By Harry Popoff (The hunter of happiness) [CC BY 2.0 (http://creativecommons.org/licenses/by/2.0)], via Wikimedia Commons

Hunter of happiness (Harry Popoff) CC BY 2.0 (http://creativecommons.org/licenses/by/2.0), via Wikimedia Commons

Take yourself back a little in time to a day when variety theatre was very much alive. For a number of years we spent a week of our holidays in Scarborough and, if I remember correctly, there were probably about four to choose from. An essential ingredient to the success of the week would be an evening, in fact several, relaxing in a quality show. What made it more interesting was the number of top class artists, big names in comedy, who made regular visits to the resort. They could fill the theatres easily. There was (is) one famous comedian forever reluctant to leave the stage and let staff and audience go home. The audience was not terribly concerned. They loved him and the star of the evening showed every sign of loving them. Eventually they would get home, tired and happy, looking forward to the next time. The artist is Ken Dodd and he gets special mention by this blogger for his warm, enthusiastic musical rendition of what might be his theme song. “Happiness, happiness“, he will sing with great gusto and sincerity. As promised by my last posting we are about to consider briefly something of our understanding of happiness.

Happiness: there are three things I want to highlight about happiness in this commentary. First, to be happy is to be good to ourselves. Of course, Christianity is about self-denial. This is how Jesus explains it: “If you do not take up your cross and follow me, you cannot be my apostles.” At the opening of a New Year those of us in Methodism engage in a service of worship that dates back to Wesley’s time and which we very much treasure – the Covenant Service, when we are invited to share with one another in the renewal of our personal commitment and relationship with God. It is a service that says the same thing as Jesus does in the quotation above. “Christ has many services to be done, in some we may please Him and in others we cannot please Christ except by denying ourselves.” Yes, I have read the Beatitudes, they are largely about attitudes and reactions to people. We will come to that shortly, but what point is there in commending values to others if we do not subscribe to them and treasure them ourselves? Unless we know how to care for ourselves, we reduce our capacity to care for others.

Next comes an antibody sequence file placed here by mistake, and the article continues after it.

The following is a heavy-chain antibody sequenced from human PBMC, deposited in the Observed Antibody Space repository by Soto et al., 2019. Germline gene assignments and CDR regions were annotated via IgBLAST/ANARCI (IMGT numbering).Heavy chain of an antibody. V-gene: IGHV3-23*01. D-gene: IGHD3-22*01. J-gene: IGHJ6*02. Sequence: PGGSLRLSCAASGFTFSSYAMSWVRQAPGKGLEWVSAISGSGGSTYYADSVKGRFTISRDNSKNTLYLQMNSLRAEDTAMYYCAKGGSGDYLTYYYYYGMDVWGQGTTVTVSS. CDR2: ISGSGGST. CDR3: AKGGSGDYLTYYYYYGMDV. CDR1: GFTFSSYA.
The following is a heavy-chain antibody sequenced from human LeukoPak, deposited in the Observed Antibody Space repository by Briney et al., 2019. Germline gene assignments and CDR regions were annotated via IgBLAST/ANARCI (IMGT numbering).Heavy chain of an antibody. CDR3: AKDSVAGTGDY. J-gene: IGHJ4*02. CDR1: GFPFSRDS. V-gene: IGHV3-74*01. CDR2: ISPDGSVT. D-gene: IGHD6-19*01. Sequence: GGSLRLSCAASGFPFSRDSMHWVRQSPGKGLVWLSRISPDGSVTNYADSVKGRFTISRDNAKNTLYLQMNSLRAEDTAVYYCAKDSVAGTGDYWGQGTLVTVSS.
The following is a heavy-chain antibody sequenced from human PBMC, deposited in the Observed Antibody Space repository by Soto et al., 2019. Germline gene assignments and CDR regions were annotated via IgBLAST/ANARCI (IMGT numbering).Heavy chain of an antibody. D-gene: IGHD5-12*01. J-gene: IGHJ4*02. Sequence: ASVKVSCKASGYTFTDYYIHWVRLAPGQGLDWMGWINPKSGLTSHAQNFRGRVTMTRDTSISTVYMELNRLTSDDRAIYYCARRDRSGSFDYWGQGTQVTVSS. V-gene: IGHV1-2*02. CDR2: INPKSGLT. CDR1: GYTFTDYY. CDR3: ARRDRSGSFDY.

I want to inject here a brief and totally inadequate word of warning relating to a very large issue. We have witnessed in recent times how easy it has been for some in big business, for example, to do so well for themselves that caring for ‘number one’ converts to excess indulgence and a criminal record. However let us keep on track, back to where we diverged slightly.

To remind ourselves where we are, before we conclude, we turn to Rabbi Blue who said, “The kinder we are to ourselves, the more kind we are to others.” The Book of Proverbs has a saying which the Authorised Version of the Bible translates, “A merry heart makes a cheerful countenance but low spirits sap a man’s strength.” A verse which may be interpreted: to be happy is to be good to ourselves.

To be concluded……